Additionally, as new evidence comes to light, the system continues to evolve in order to accommodate the growing body of evidence with regards to the evaluation and treatment of low back pain. During clinical practice, not every patient will fit nicely into a specific subgroup, but having this framework aids clinicians in making more informed, evidence-based treatment decisions.
I appreciate the effort to take on the rather complex and circuitous path that Treatment Based Classification has taken over the last couple of decades; however, I have to address a several issues here with respect to some hasty conclusions drawn from the literature. In particular, the findings of Brennan et al (2006) are questionable on several levels. First of all, these authors failed to address the statistically significant gender disparity between the groups. The unmatched treatment group had a significantly higher proportion of females, who have shown poorer outcomes from treatment for chronic LBP (Polatin et al, 1989). It’s also possible that females may respond less favorably to unmatched treatment than males due to gender-related differences in treatment expectations. Since the unmatched group contained more females, it’s also possible that the females in the unmatched group had higher levels of pain and disability at the start of treatment, but this difference was washed out by males with lower mean pain scores in that group (the difference in pain and disability between groups was not significant). We don’t know because individual subject data is not provided in the published article. A sub-analysis of a bi-modal distribution of pain and disability based on gender should have been performed and the results reported in the article, but it wasn’t. Most importantly, however, was the lack of a clinically meaningful change in disability both at short- and long-term follow up. The long-term difference on the Oswestry Disability Index between matched and unmatched groups was a meager 3.1 points. Again, this difference could be attributed to the differences in gender make-up of the groups, or due to natural history. In any case, it’s nothing to toot our horn about.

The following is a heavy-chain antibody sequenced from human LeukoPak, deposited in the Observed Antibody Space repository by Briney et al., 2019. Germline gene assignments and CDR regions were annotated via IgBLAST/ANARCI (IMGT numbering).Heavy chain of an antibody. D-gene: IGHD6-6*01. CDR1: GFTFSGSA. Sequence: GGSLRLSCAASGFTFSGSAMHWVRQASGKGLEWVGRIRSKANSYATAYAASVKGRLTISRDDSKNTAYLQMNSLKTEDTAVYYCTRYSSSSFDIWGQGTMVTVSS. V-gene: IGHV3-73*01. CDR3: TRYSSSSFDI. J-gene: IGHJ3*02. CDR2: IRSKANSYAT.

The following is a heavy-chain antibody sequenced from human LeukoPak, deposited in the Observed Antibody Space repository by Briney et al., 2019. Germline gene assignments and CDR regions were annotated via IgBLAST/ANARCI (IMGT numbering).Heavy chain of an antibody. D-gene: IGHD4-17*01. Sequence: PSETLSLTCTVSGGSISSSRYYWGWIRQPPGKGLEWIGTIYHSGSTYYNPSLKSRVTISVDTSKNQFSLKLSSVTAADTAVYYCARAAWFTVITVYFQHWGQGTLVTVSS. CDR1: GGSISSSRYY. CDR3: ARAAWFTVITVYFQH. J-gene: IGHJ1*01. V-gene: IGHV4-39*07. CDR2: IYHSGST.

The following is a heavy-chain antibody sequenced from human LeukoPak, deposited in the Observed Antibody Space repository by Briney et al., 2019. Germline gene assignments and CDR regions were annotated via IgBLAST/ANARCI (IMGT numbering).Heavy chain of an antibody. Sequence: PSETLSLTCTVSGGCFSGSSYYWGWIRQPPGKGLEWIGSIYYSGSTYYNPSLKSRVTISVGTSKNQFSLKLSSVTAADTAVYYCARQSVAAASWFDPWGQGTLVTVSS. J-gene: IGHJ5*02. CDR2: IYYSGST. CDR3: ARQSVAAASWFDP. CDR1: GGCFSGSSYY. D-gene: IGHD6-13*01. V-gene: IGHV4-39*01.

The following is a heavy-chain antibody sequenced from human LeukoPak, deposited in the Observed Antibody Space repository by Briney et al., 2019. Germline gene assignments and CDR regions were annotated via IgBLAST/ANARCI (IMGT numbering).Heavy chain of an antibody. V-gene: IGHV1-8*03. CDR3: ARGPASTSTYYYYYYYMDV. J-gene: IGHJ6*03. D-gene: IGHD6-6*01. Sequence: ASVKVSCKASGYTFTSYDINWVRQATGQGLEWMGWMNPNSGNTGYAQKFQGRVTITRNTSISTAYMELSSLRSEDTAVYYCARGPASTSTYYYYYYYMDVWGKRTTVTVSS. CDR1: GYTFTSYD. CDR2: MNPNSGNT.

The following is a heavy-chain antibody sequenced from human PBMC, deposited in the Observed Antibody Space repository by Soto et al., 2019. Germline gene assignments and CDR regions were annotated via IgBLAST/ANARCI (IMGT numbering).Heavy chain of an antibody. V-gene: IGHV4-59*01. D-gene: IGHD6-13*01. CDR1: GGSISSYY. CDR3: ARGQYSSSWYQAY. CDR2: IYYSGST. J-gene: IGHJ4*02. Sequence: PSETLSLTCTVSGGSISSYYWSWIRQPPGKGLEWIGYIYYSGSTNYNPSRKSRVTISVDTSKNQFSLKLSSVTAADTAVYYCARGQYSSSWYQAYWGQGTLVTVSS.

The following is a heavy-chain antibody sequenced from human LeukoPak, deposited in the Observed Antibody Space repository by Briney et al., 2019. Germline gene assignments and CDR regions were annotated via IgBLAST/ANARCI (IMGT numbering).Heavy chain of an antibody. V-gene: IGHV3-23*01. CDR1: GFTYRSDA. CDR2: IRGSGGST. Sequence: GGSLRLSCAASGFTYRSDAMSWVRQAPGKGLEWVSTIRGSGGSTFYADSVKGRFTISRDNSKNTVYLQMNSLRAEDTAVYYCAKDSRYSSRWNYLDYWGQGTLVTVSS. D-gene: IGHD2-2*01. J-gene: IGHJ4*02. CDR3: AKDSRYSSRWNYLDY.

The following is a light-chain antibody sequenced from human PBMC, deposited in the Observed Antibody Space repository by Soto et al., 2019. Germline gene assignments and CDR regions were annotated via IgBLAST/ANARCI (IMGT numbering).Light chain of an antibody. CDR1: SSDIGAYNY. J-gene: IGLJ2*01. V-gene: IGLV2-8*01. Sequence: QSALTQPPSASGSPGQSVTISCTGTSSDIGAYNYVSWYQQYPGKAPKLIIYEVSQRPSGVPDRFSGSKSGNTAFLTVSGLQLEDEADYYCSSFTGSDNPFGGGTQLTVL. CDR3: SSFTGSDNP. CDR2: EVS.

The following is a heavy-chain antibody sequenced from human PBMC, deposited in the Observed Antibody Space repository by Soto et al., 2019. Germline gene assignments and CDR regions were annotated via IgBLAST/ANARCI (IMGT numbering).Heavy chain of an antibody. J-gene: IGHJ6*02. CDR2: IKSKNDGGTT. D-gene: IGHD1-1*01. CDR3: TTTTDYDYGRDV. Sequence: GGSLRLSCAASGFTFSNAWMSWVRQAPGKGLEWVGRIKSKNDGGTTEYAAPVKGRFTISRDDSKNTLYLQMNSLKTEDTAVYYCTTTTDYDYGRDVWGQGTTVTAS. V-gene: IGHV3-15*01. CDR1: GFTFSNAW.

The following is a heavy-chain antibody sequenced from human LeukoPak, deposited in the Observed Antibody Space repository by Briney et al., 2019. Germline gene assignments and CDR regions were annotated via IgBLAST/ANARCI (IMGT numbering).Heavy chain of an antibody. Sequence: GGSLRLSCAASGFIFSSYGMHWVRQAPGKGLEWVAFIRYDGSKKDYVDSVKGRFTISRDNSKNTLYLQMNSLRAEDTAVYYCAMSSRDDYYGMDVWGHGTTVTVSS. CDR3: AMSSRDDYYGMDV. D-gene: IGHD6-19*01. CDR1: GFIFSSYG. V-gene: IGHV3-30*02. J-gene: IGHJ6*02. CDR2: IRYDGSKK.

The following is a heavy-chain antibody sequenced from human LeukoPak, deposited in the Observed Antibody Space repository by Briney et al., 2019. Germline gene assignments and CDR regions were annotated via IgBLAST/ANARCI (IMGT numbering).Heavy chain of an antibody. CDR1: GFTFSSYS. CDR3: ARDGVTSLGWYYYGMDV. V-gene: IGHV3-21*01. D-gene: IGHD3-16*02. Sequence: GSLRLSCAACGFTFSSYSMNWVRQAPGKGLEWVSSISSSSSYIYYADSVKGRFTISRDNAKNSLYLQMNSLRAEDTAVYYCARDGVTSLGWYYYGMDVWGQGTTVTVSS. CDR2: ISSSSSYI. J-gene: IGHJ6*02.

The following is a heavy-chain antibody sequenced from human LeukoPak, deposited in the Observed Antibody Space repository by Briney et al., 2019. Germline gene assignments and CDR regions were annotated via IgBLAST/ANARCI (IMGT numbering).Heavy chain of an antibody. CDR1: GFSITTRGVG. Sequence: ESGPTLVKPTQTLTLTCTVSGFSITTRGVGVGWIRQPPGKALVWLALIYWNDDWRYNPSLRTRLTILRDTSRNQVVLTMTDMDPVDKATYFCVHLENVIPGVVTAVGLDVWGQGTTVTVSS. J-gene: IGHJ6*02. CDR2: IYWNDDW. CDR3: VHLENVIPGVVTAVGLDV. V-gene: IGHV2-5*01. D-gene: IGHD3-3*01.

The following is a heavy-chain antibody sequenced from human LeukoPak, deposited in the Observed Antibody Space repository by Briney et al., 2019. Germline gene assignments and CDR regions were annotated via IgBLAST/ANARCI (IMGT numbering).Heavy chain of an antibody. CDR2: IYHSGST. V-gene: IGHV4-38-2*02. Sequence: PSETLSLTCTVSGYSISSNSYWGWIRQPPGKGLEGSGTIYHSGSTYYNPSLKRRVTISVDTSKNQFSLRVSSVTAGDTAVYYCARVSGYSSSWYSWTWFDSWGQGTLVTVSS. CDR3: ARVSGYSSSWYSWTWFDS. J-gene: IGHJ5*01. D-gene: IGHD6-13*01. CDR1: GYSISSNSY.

Having addressed the problems with the Brennan trial, I’m encouraged that investigators are addressing the issue of psychosocial factors as outcomes predictors for patients with persistent LBP. Wand and O’Connell (2008) have postulated that sub-grouping patients with CLBP may be a misguided enterprise because persistent pain may be attributable to a single mechanism of cortical reorganization rather than subsisting in various subgroups based either on pain mechanisms or response to specific treatments. The words of Oliver Wendell Holmes are insightful here:
“For the simplicity on this side of complexity, I wouldn’t give you a fig. But for the simplicity on the other side of complexity, for that I would give you anything I have.”
I’m concerned that the profession has gotten so mired in contrivances like TBC that we will never reach the simplicity on the far side of complexity.